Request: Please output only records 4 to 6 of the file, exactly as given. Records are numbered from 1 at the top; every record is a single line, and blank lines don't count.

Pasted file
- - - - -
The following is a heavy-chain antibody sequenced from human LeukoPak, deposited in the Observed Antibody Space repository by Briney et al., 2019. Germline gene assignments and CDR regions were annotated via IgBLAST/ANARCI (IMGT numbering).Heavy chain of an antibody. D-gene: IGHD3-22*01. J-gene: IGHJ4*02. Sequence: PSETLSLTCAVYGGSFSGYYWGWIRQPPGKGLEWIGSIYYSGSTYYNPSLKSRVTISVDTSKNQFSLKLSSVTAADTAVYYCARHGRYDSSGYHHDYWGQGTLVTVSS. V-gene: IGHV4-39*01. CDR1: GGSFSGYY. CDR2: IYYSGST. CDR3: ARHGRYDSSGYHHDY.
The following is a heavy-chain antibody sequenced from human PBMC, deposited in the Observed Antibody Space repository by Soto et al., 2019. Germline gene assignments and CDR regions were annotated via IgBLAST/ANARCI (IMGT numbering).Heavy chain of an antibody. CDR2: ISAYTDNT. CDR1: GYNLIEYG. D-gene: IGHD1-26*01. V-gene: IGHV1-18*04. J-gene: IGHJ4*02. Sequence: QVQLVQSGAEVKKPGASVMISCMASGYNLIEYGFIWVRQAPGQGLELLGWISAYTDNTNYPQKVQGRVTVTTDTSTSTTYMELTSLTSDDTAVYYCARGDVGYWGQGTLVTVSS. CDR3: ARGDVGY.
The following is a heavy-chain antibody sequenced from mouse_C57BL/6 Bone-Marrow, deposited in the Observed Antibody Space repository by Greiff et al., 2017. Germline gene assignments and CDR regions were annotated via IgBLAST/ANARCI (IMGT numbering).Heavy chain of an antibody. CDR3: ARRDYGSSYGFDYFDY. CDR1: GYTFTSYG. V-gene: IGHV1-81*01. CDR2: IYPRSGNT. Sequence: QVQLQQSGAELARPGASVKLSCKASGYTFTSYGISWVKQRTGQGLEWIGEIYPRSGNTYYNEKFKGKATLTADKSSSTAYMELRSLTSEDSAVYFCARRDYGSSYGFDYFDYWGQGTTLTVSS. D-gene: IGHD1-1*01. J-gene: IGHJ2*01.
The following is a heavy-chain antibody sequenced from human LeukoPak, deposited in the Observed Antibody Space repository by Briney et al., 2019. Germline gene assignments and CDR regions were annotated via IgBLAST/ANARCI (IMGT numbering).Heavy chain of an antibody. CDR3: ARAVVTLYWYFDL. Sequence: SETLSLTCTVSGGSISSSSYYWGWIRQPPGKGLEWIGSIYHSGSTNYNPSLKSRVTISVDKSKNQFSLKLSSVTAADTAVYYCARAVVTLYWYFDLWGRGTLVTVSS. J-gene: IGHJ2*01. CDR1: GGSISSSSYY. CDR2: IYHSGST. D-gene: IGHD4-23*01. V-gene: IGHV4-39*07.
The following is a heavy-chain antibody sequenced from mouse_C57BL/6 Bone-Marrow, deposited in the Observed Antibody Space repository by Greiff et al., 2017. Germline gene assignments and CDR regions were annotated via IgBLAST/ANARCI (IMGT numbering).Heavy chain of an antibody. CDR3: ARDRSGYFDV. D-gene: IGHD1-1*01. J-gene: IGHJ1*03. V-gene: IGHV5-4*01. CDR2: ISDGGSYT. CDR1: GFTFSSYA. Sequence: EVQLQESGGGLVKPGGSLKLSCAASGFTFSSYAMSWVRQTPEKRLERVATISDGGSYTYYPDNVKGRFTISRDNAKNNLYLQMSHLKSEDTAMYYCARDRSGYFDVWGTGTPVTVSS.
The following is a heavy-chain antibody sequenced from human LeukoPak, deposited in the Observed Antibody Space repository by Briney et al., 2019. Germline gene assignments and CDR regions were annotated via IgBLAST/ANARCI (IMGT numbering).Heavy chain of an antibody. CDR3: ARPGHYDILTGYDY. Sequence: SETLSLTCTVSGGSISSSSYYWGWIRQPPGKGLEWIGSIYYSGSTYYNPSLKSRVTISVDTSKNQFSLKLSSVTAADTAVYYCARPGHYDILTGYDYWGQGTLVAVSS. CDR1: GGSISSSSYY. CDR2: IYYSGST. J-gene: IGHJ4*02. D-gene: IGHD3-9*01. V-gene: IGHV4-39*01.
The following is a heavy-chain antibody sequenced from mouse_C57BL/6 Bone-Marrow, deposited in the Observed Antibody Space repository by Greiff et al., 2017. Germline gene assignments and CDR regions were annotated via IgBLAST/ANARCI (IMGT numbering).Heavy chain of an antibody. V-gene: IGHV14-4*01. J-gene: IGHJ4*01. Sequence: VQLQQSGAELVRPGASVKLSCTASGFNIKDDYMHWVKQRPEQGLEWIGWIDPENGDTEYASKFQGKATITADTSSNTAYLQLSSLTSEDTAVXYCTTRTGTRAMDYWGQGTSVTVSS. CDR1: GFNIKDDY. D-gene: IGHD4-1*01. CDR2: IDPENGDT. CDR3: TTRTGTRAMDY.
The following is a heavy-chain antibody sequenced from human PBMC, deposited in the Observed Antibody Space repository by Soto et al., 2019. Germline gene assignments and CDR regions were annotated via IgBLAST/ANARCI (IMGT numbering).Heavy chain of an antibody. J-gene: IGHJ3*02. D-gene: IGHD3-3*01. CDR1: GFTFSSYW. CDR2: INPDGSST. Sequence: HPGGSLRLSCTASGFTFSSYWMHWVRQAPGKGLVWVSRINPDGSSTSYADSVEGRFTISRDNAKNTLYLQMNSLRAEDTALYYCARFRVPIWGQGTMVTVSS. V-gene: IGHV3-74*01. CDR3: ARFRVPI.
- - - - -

The following is a heavy-chain antibody sequenced from human LeukoPak, deposited in the Observed Antibody Space repository by Briney et al., 2019. Germline gene assignments and CDR regions were annotated via IgBLAST/ANARCI (IMGT numbering).Heavy chain of an antibody. CDR3: ARAVVTLYWYFDL. Sequence: SETLSLTCTVSGGSISSSSYYWGWIRQPPGKGLEWIGSIYHSGSTNYNPSLKSRVTISVDKSKNQFSLKLSSVTAADTAVYYCARAVVTLYWYFDLWGRGTLVTVSS. J-gene: IGHJ2*01. CDR1: GGSISSSSYY. CDR2: IYHSGST. D-gene: IGHD4-23*01. V-gene: IGHV4-39*07.
The following is a heavy-chain antibody sequenced from mouse_C57BL/6 Bone-Marrow, deposited in the Observed Antibody Space repository by Greiff et al., 2017. Germline gene assignments and CDR regions were annotated via IgBLAST/ANARCI (IMGT numbering).Heavy chain of an antibody. CDR3: ARDRSGYFDV. D-gene: IGHD1-1*01. J-gene: IGHJ1*03. V-gene: IGHV5-4*01. CDR2: ISDGGSYT. CDR1: GFTFSSYA. Sequence: EVQLQESGGGLVKPGGSLKLSCAASGFTFSSYAMSWVRQTPEKRLERVATISDGGSYTYYPDNVKGRFTISRDNAKNNLYLQMSHLKSEDTAMYYCARDRSGYFDVWGTGTPVTVSS.
The following is a heavy-chain antibody sequenced from human LeukoPak, deposited in the Observed Antibody Space repository by Briney et al., 2019. Germline gene assignments and CDR regions were annotated via IgBLAST/ANARCI (IMGT numbering).Heavy chain of an antibody. CDR3: ARPGHYDILTGYDY. Sequence: SETLSLTCTVSGGSISSSSYYWGWIRQPPGKGLEWIGSIYYSGSTYYNPSLKSRVTISVDTSKNQFSLKLSSVTAADTAVYYCARPGHYDILTGYDYWGQGTLVAVSS. CDR1: GGSISSSSYY. CDR2: IYYSGST. J-gene: IGHJ4*02. D-gene: IGHD3-9*01. V-gene: IGHV4-39*01.